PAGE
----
Saturday, November 18, 2017

Movie Review … Justice League

This year has been the year of the superhero movies with one nearly every month.  With the box office showing a little sign of ‘superhero fatigue’, that hasn’t stopped Hollywood from churning them out.  They are lucrative business with the various spin-off merchandising raking in big bucks.  ‘Justice League’ leaps its way to screens in the same fashion.  Almost as non-distinguishable from other similar movies, it’s still an exciting blockbuster sure to draw in crowds no matter what film critics say.

Determined to form a team of heroes to combat otherworldly evil, Bruce Wayne/Batman (Ben Affleck) takes charge.  Assembling a group including The Flash (Ezra Miller), Wonder Woman (Gal Gadot) and others, Batman labels them the Justice League.  Their formation comes at a perfect moment due to the arrival of deadly alien Steppenwolf (Ciaran Hinds).  On the hunt for a powerful weapon that could destroy the universe, Steppenwolf’s actions spur the Justice League to combat evil in any way possible.

‘Justice League’ is a predictable but fun superhero yarn.  It’s neither fish nor fowl as it plays things safe by presenting a straight forward spectacle.  The cast work as a true ensemble with Affleck, Miller, Gadot especially diving into their roles with gusto.  It’s a pleasure watching them strut their stuff against an array of ghoulish baddies.  It’s also pleasing they carry off their civilian guises equally well, infusing genuine emotional weight not often seen in films like these.

The weakest aspect of ‘Justice League’ is the choice of villain.  Whilst Steppenwolf does evil things and looks bad, he never projects a sense of true menace.  You don’t feel as though the heroes are in any danger when confronting him which dilutes impact.  The CGI looks amazing, if a little rushed, but Zack Snyder’s energetic direction and Danny Elfman’s great orchestral score aid in moving the story along.  ‘Justice League’ moves fast so one doesn’t think about the ridiculous plot holes for which comic book movies are renowned.

‘Justice League’ does a good job of furthering the DC movie mythology along while being entertaining. It’s among the easiest superhero movies to sit through with solid pacing and fine performances.  Although these films appear with alarming regularity, they have their place as blockbuster spectacles with ‘Justice League’ standing among the others with pride.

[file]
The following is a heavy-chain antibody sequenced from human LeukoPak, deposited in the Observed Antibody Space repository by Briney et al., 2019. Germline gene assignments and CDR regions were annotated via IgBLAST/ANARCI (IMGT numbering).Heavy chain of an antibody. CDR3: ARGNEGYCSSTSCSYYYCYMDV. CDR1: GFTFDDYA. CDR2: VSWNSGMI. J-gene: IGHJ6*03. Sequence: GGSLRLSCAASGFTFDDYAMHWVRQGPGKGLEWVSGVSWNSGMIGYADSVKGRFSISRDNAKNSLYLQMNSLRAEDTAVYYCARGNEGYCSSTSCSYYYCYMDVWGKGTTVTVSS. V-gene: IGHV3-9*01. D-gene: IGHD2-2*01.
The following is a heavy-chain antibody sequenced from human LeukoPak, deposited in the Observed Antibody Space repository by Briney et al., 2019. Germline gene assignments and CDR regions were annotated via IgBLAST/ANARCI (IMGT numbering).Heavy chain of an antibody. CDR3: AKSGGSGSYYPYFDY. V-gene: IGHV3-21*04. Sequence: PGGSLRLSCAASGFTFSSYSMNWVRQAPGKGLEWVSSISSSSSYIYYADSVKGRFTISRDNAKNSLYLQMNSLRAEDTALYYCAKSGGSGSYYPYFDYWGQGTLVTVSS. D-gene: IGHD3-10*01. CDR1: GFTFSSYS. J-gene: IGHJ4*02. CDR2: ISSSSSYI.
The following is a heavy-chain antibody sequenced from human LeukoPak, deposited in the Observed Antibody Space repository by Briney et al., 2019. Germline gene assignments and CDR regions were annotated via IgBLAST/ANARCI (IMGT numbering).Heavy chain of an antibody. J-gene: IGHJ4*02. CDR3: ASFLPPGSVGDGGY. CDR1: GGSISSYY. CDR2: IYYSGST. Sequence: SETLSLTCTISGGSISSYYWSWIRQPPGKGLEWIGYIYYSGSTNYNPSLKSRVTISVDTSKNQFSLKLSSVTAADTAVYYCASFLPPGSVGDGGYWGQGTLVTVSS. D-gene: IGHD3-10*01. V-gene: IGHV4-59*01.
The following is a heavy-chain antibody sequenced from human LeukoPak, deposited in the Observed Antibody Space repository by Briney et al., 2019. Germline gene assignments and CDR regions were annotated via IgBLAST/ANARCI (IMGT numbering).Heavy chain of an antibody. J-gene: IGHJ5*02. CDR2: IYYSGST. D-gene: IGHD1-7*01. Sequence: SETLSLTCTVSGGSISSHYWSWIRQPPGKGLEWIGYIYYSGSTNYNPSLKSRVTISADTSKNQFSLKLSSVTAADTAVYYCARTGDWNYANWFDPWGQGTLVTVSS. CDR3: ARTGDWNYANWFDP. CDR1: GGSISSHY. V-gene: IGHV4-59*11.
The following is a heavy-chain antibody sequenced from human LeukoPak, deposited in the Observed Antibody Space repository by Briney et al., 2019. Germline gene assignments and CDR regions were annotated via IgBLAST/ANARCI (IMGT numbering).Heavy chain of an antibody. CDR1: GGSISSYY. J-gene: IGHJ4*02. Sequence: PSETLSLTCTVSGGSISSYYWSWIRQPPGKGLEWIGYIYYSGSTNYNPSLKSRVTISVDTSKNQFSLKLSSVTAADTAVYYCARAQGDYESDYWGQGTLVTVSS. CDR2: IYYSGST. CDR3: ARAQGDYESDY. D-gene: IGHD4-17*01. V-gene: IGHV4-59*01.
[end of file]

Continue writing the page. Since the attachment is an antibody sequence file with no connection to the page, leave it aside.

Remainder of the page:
Movie Review Rating out of 10:  7

Movie Review by Patrick Moore

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Saturday, November 11, 2017

Movie Review … Murder On The Orient Express

Although the works of mystery writer Agatha Christie have been adapted for TV for decades, movie versions of her books have been rare.  The latest version of ‘Murder on the Orient Express’ is the first English language film based on her books for over twenty years.  Maybe her novels are more suited for the small screen even if several Christie films in the 70’s and 80’s proved popular.  ‘Orient Express’ may rectify that with its sumptuous cast having a grand time figuring out whodunit.

Belgian detective Hercule Poirot (Kenneth Branagh) is looking forward to a relaxing journey on the famed Orient Express train.  Filled with guests including Princess Dragomiroff (Judi Dench), Samuel Ratchett (Johnny Depp) and Mrs Hubbard (Michelle Pfeiffer), the esteemed company enjoys the ride.  Unfortunately their trip is rudely interrupted when one of the passengers is killed.  Tasked with finding the culprit, Poirot questions each guest before time runs out at the train’s final destination. The interviews lead Poirot to a conclusion of murder.

Calling ‘Murder on the Orient Express’ old-fashioned isn’t necessarily a bad thing.  Whilst occasionally creaking under its genteel antiquity, it commands attention due to a great cast.  Each has their moment to shine and seem to enjoy partaking in Christie’s murderous parlour game.  Branagh, Dench and others are at the top of their game with well-rounded performances.  Letting them down are leaden pacing and the lack of genuine thrills that make Christie’s books great reading.